Essays

Essays January 2020

Groundhog Day – Escaping the Loop in Healthcare

Shirlee Sharkey

Groundhog 

Groundhog Day is right around the corner and the early arrival of spring isn’t the only thing I’m rooting for.

Let’s rewind for a minute to the early 1990s and the classic movie of the same name. Cited as one of the best comedy films of all time, Groundhog Day stars Bill Murray as a TV weatherman who gets trapped in a time loop, waking up to relive the same day over and over and over again.

Based on this story, the term ‘Groundhog Day’ is now commonly used to describe situations that continually repeat. After working in the home care system for nearly 30 years, it’s a feeling I can relate to.

When I first joined SE Health in 1992 – less than one year before the film’s release date, go figure – I saw a massive opportunity to impact the way people live and age at home.

On so many fronts, there seemed to be this burning platform for change: the population was aging, more and more Canadians were living with chronic conditions like hypertension, diabetes and heart disease, and governments were concerned about the rising cost of healthcare. Together, these factors created a powerful case for shifting care out of institutions into more cost-effective community settings.

At the same time, healthcare needs and expectations were changing – people wanted to remain in their own homes and take a more active role in their wellbeing and care. Technology was paving the way for this to happen, fuelling innovation in every corner of society.

From the National Conference on Home Care in 1998 to the Romanow Commission in 2002, experts agreed: it was time to modernize our health system and home care needed to play a central role.

As Andie MacDowell, Bill Murray’s love interest in the film, muses, “There is something so familiar about this. Do you ever have déjà vu?”

Fast forward several years through an impressive roster of pilot projects, expert panels, studies and reports – all grappling with and reinforcing similar themes.

There’s been structure changes, too – from the introduction of Community Care Access Centres to Local Health Integration Networks and now Ontario Health Teams.

Funding announcements have been plentiful; yet in Ontario, home care still only accounts for about five per cent of total healthcare spending and 40 per cent of this goes toward administration and care coordination.

There is growing consensus the current model of home care is broken.

new study involving more than 700 Ontario patients overwhelmingly identifies home care as the single greatest concern for people and families who’ve experienced a recent hospitalization. According to lead researcher Dr. Tara Kiran, the top three priorities for change (of 52 identified) all relate to gaps in publicly-funded home care services.

Scan the headlines and you find the story of a woman in Thunder Bay who spends at least six hours a day at the local hospital, 365 days a year, to get the treatment she needs to manage a rare kidney disorder. She would like to receive at least some of these treatments at home but has been denied five times.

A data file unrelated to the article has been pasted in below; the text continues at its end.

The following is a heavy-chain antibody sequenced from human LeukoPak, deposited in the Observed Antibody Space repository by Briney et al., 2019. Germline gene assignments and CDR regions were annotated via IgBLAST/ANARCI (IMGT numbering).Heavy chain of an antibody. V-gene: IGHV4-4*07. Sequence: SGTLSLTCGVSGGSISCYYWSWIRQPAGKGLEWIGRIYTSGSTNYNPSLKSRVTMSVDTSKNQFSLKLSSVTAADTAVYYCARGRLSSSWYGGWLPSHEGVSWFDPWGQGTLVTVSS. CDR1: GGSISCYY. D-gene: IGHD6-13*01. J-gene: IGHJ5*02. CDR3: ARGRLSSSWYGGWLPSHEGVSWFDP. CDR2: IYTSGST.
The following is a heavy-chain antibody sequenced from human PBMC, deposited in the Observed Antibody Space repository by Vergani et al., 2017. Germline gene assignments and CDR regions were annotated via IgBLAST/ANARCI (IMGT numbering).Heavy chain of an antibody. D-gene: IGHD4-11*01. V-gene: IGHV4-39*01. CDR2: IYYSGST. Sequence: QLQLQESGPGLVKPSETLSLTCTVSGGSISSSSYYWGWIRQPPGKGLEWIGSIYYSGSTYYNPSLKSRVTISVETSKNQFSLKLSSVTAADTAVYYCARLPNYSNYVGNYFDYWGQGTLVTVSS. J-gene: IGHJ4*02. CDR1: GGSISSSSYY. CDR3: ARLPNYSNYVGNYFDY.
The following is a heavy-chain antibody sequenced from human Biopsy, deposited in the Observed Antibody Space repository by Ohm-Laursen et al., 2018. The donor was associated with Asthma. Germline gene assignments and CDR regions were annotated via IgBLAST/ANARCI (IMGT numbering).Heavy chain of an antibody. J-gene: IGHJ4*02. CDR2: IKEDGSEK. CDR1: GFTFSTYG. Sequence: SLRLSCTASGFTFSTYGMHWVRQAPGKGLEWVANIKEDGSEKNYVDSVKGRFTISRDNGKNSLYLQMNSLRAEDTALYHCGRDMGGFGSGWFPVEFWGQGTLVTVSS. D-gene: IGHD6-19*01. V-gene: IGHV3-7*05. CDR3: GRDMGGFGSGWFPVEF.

I often hear from patients and families who are struggling to get the home care they need. And like many Ontarians, I’ve also experienced this with my own family members.

It’s Groundhog Day in healthcare and we keep stepping off the sidewalk into the same icy puddle over and over and over again. Will we finally catch ourselves mid-step – like Bill Murray’s character in the movie – and take a different path? What would this look like?

Democratizing the system

Home care should be the first line of support, not a hot commodity in short supply. It's less expensive than other care settings and a key solution for healthy aging, solving hallway healthcare and ensuring the sustainability of our publicly-funded system.

Additionally, as healthcare becomes more omnichannel, people want and expect a seamless and connected experience. Whether they are getting care at a hospital, clinic, at home or through a mobile app, services should be accessible, comprehensive and universal.

Care process redesign

We need to shift to a new way of working that honours and empowers the people at the heart of care – patients, family caregivers and front-line health professionals. This is nearly impossible to achieve under the current transactional fee for service model.

There is substantial evidence that self-directed healthcare teams are more productive, more proactive in patient care, and less expensive overall. At SE Health, we are collaborating with AMS Healthcare on an ambitious four-year project to implement and scale a holistic nurse-led approach to home and community care called the H.O.P.E. Model®. You can follow our progress at hopeinitiative.ca.

A new day

At the end of Groundhog Day, a new day finally dawns for Bill Murray’s character when he uses his knowledge of the day’s events to better himself and the lives of others.

To escape the loop in healthcare, we need bold action that is informed by the knowledge and lived experience of people, families and providers. This is starting to happen. For example, many hospitals are partnering directly with home and community care organizations to design programs that are contributing to better clinical outcomes, improved patient and staff satisfaction, and significantly lower costs.

We must move quickly to ensure this way of working becomes the new normal in healthcare, marking the end of a very long day.

It’s time to wake up to tomorrow.

Of course, an early spring would be nice as well.

About the Author

Shirlee Sharkey is President and CEO at SE Health

Acknowledgment

Reprinted with permission from https://www.linkedin.com/pulse/groundhog-day-escaping-loop-health-care-shirlee-sharkey/

Comments

Be the first to comment on this!

Note: Please enter a display name. Your email address will not be publically displayed